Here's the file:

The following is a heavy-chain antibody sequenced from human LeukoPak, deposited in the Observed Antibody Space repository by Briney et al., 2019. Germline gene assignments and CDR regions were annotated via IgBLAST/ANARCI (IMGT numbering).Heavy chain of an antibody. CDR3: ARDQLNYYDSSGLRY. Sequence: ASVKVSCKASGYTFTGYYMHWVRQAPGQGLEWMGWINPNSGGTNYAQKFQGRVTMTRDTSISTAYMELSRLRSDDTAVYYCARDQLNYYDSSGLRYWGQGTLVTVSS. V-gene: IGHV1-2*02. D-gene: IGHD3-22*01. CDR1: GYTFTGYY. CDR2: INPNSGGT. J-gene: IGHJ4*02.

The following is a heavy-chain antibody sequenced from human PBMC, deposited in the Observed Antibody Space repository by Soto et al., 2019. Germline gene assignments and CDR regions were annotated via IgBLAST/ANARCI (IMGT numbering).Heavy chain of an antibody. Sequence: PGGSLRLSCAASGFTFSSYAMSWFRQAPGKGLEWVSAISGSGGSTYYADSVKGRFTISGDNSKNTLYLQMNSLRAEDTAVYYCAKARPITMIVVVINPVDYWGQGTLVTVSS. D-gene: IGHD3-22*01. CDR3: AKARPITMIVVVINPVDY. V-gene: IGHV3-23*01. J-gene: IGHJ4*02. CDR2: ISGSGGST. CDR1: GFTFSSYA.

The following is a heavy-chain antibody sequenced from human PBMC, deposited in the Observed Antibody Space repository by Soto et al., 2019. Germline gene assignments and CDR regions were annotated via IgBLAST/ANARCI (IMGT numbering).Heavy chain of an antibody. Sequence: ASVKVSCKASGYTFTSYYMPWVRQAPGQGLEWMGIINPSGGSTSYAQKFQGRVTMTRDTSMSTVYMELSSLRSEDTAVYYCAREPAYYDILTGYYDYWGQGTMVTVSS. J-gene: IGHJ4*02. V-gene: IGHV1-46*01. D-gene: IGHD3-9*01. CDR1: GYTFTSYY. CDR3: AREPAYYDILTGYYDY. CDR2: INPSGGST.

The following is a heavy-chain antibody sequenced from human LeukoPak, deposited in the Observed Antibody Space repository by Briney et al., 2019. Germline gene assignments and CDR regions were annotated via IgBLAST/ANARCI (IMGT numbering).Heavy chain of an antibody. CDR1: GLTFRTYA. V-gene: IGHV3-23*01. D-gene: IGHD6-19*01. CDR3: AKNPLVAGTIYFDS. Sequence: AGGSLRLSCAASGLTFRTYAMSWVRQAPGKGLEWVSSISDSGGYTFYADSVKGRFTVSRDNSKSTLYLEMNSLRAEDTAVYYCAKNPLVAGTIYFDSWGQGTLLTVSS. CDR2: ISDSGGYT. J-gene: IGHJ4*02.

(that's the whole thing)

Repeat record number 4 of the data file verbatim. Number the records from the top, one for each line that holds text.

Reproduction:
The following is a heavy-chain antibody sequenced from human LeukoPak, deposited in the Observed Antibody Space repository by Briney et al., 2019. Germline gene assignments and CDR regions were annotated via IgBLAST/ANARCI (IMGT numbering).Heavy chain of an antibody. CDR1: GLTFRTYA. V-gene: IGHV3-23*01. D-gene: IGHD6-19*01. CDR3: AKNPLVAGTIYFDS. Sequence: AGGSLRLSCAASGLTFRTYAMSWVRQAPGKGLEWVSSISDSGGYTFYADSVKGRFTVSRDNSKSTLYLEMNSLRAEDTAVYYCAKNPLVAGTIYFDSWGQGTLLTVSS. CDR2: ISDSGGYT. J-gene: IGHJ4*02.